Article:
W3C home > Mailing lists > Public > public-media-capture@w3.org > August 2013

Re: Proposal for output device selection

From: Chris Wilson <cwilso@google.com>
Date: Fri, 16 Aug 2013 07:52:55 -0700
Message-ID: <CAJK2wqUbX8a_xx9Hf82u0BftsvaukQbH5BqaY+T5P42289yyxQ@mail.gmail.com>
To: "Robert O'Callahan" <robert@ocallahan.org>
Cc: (wrong string) ›š›˜›˜š) <tommyw@google.com>, Tommi Gunnarsson <tommi@google.com>
On Thu, Aug 15, 2013 at 7:24 PM, Robert O'Callahan <robert@ocallahan.org>wrote:

> On Fri, Aug 16, 2013 at 11:22 AM, Chris Wilson <cwilso@google.com> wrote:
>> In particular, the digital audio workstation type case - or any music app
>> that wants access to multiple hardware interfaces, like a DJ app that has a
>> cue output as well as a mains output - typically has to leave this up to
>> the user, since it's hard to semantically define the "roles" of different
>> devices (sometimes there's no semantic difference - I just have two
>> four-track interfaces, and I want to have eight tracks of output, etc.)
> One way to address this kind of use-case might be to allow applications to
> define their own logical output devices.
> ...
> Given that, your hypothetical DJ app would be able to define logical "cue"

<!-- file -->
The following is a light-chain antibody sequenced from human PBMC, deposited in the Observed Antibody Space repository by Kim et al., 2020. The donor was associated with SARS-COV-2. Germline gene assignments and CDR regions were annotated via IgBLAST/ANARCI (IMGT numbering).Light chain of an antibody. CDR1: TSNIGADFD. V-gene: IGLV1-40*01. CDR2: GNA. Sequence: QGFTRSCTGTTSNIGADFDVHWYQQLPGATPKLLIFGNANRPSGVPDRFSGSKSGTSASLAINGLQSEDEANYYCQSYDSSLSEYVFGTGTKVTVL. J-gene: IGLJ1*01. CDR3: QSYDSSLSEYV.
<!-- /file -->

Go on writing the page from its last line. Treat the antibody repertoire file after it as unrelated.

> and "mains" outputs, the UA would hook those up to output devices and allow
> the user to control that mapping, and the app could save and restore those
> settings and associate them with particular application-specific contexts.
> Would that help?

Not really, because then every user would have to mess with their in-app
configuration (to define sends, returns, different track sets they wanted),
and then go mess with their UA setup to actually define where those
"logical" devices go.  This just makes it more complex for the user and the
developer.  I really think this is just a scenario that the "logical
devices" doesn't apply to - because you would have a very hard time
semantically defining a general enough set of logical devices to apply to
any (95% case) of the studio setups out there.

> Another thing that might help is to add APIs to grab the current output
> configuration into an opaque data object which can be persistently stored
> locally (e.g. via IndexedDB), and which can be used to restore the current
> configuration, but which can't be sent anywhere.

Hmm.  An intriguing idea but I'm not sure how you would say "can't be sent
anywhere" - if I can get to the device, and I can access its configuration
(which I need to be able to do), I can send that data anywhere, no?

Received on Friday, 16 August 2013 14:53:22 UTC

This archive was generated by hypermail 2.4.0 : Friday, 17 January 2020 16:26:18 UTC